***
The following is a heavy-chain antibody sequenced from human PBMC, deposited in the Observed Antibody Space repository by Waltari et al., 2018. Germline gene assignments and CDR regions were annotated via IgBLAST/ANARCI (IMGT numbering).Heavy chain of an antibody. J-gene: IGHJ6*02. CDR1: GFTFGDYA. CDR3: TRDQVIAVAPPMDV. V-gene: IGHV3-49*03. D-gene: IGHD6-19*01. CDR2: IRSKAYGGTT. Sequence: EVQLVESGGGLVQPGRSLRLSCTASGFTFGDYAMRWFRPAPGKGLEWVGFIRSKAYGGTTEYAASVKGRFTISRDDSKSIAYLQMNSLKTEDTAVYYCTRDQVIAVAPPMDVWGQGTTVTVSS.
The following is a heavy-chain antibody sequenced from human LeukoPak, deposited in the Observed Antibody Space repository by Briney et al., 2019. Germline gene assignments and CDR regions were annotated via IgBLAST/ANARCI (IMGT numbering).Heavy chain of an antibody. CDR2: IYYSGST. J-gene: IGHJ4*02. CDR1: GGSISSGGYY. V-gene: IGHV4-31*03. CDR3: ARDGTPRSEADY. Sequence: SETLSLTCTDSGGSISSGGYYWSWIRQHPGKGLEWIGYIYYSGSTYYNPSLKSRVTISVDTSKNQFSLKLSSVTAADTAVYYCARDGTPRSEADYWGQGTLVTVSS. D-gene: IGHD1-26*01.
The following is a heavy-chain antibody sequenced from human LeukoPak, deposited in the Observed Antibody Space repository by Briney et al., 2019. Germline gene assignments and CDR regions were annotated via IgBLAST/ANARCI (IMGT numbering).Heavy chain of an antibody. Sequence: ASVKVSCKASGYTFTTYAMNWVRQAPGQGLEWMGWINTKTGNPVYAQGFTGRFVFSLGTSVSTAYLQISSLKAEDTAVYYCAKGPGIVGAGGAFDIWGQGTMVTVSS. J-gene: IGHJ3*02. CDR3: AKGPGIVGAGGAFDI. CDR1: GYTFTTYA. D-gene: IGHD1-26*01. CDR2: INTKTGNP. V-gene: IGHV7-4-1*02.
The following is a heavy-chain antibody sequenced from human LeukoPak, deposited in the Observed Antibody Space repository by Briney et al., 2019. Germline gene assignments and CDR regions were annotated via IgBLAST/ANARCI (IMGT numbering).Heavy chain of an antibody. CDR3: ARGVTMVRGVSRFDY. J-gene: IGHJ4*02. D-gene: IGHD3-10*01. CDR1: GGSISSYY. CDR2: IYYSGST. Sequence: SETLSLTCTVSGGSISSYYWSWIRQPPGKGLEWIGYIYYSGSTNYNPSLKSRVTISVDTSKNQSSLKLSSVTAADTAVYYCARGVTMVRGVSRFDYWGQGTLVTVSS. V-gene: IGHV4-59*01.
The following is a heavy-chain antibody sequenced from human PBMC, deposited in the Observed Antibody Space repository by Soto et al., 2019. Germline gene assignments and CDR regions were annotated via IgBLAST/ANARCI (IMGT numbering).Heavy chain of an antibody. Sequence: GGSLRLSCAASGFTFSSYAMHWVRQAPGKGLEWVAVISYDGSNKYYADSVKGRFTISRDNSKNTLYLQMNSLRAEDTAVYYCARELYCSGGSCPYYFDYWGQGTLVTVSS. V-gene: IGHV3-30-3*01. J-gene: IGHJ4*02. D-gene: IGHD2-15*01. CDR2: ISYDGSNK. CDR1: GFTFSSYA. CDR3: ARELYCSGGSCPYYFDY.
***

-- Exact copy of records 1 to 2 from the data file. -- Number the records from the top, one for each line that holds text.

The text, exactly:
The following is a heavy-chain antibody sequenced from human PBMC, deposited in the Observed Antibody Space repository by Waltari et al., 2018. Germline gene assignments and CDR regions were annotated via IgBLAST/ANARCI (IMGT numbering).Heavy chain of an antibody. J-gene: IGHJ6*02. CDR1: GFTFGDYA. CDR3: TRDQVIAVAPPMDV. V-gene: IGHV3-49*03. D-gene: IGHD6-19*01. CDR2: IRSKAYGGTT. Sequence: EVQLVESGGGLVQPGRSLRLSCTASGFTFGDYAMRWFRPAPGKGLEWVGFIRSKAYGGTTEYAASVKGRFTISRDDSKSIAYLQMNSLKTEDTAVYYCTRDQVIAVAPPMDVWGQGTTVTVSS.
The following is a heavy-chain antibody sequenced from human LeukoPak, deposited in the Observed Antibody Space repository by Briney et al., 2019. Germline gene assignments and CDR regions were annotated via IgBLAST/ANARCI (IMGT numbering).Heavy chain of an antibody. CDR2: IYYSGST. J-gene: IGHJ4*02. CDR1: GGSISSGGYY. V-gene: IGHV4-31*03. CDR3: ARDGTPRSEADY. Sequence: SETLSLTCTDSGGSISSGGYYWSWIRQHPGKGLEWIGYIYYSGSTYYNPSLKSRVTISVDTSKNQFSLKLSSVTAADTAVYYCARDGTPRSEADYWGQGTLVTVSS. D-gene: IGHD1-26*01.